As we glided along the pavement the sun was at our backs, the wind was in our faces, and the empty road stretched out before us. The road edges were bordered by prairie sunflowers and spicy smelling sage. At first the golden fields of harvested grain stretched out like a never-ending ocean on the rolling hills around us, extending from one horizon to the other.
As the afternoon progressed we began to see more cattle ranches, and the crops gave way to rolling pastures. Then we began to see the beginnings of small crevices and valleys that looked like they once had creeks or rivers flowing down them, but had long since dried up and been shaped into rounded and soft grassy valleys.
As we came to a turn we heard a low flying plane and saw a bright yellow crop duster spraying a nearby field. It made a very low pass, did an improbably slow and sharp turn, and then came straight at us. We had a small taste of what it must have felt like for soldiers to get buzzed by aircraft and shot at from above during the world war a century ago. Again and again the pilot made extremely low passes over the fields, demonstrating some very skillful flying and repeatedly buzzing us in the process.
Shortly after this bit of excitement we tried to leave the highway behind and pick up the trail, which should have taken us along the shore of Lake Diefenbaker along the Qu'Appelle Dam. The trail app indicated we should be able to cross a field to access the trail, but we found no evidence of the access point, and our way was blocked by multiple wire fences and CP Rail crews working on the local train line. Again, we continued a bit farther down the highway, which at this juncture was uncomfortably busy.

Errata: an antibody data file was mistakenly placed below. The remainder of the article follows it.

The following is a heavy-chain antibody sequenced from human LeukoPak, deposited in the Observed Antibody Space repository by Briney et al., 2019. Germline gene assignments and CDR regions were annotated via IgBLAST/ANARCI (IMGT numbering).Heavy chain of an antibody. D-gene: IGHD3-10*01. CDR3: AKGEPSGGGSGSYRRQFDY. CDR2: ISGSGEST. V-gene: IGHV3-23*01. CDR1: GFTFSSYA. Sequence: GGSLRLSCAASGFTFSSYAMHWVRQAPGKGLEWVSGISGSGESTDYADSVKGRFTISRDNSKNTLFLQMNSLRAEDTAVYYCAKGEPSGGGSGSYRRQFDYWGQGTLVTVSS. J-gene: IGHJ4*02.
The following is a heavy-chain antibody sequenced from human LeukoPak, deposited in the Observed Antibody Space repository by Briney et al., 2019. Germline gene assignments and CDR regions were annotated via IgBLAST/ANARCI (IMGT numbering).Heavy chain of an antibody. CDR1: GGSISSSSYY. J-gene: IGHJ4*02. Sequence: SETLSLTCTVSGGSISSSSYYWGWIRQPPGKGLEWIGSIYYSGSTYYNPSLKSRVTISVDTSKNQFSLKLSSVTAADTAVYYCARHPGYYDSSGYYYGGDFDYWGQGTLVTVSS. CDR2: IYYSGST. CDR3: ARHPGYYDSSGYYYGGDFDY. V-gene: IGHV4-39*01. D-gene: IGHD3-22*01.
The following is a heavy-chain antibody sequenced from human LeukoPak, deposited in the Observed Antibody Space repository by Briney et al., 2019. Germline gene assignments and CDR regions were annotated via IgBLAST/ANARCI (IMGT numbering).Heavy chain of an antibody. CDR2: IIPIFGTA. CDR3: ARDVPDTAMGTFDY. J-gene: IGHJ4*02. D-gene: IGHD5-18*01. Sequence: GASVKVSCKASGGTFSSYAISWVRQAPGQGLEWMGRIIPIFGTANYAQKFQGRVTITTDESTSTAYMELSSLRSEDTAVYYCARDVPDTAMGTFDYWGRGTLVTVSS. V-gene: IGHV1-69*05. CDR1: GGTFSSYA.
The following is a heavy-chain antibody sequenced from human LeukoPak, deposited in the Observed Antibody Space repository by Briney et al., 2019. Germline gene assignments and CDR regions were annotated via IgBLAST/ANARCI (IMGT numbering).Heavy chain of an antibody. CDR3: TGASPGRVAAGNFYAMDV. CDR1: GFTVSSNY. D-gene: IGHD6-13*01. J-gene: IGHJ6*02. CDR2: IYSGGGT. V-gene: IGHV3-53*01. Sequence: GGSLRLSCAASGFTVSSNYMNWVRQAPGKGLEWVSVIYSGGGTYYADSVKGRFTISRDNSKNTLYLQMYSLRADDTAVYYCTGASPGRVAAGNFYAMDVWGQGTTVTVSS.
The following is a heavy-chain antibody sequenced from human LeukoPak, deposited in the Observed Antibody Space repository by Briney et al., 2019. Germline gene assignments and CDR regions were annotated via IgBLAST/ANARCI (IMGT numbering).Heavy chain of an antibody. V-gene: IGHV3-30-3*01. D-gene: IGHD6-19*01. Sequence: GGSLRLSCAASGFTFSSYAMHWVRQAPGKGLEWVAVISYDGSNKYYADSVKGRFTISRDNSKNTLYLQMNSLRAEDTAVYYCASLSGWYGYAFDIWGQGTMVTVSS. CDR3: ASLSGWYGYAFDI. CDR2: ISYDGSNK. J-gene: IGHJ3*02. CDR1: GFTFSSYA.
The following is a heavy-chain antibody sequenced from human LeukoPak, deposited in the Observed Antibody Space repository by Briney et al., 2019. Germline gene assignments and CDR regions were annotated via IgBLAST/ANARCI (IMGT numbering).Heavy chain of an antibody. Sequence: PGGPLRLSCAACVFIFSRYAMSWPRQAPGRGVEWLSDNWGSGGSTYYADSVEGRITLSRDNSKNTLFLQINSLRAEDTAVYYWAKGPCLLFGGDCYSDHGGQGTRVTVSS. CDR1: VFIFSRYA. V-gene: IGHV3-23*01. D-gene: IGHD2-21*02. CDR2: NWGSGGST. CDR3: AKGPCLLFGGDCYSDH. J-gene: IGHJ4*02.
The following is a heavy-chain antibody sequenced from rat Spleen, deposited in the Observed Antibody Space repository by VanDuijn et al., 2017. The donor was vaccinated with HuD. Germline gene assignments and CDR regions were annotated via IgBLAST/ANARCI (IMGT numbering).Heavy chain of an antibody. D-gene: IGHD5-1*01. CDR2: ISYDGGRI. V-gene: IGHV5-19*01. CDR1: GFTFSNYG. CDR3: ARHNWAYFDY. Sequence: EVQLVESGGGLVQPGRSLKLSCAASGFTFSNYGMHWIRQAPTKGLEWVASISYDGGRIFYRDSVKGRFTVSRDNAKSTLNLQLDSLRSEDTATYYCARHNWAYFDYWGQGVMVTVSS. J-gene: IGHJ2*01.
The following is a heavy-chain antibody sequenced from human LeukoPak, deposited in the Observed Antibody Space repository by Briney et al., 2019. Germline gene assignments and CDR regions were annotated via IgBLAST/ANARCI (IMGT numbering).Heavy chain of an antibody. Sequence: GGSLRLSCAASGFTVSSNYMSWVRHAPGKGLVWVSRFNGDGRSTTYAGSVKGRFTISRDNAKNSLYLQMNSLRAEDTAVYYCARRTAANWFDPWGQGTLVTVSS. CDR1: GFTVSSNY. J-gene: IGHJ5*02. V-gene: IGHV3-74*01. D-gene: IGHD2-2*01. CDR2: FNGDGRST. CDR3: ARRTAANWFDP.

Soon the small river valleys and rolling hills gave way to a very large valley, completely blocked half way down by the Qu'Appelle Dam, beyond which we could see the deep blue waters of Lake Diefenbaker. The paved road led down into the valley, at the bottom of which was a deep and fast flowing stream. We crossed over on the bridge, and then began the long climb back up and out of the grassy treed valley on the curving road.
As we climbed and climbed we watched as storm clouds moved across the sky. The falling rain looked very dramatic, lit from the sunshine behind us. Once again, we were grateful to observe the dramatic skies form a distance while none of the scattered showers came our way.
When we finally reached the turn-off into the park a couple from Regina with a very nice basset hound pulled over to talk to us. They very generously offered us delicious fresh peaches from BC and cold ginger ales. It was lovely trail magic, and we very much enjoyed talking to them. They too were interested in finding a way to add adventure to their lives, and engage with something beyond just work. One comment that gave us much food for thought was their observation that in our modern Western society simply walking has become a radical act, even if it is just for a few kilometers to get to work.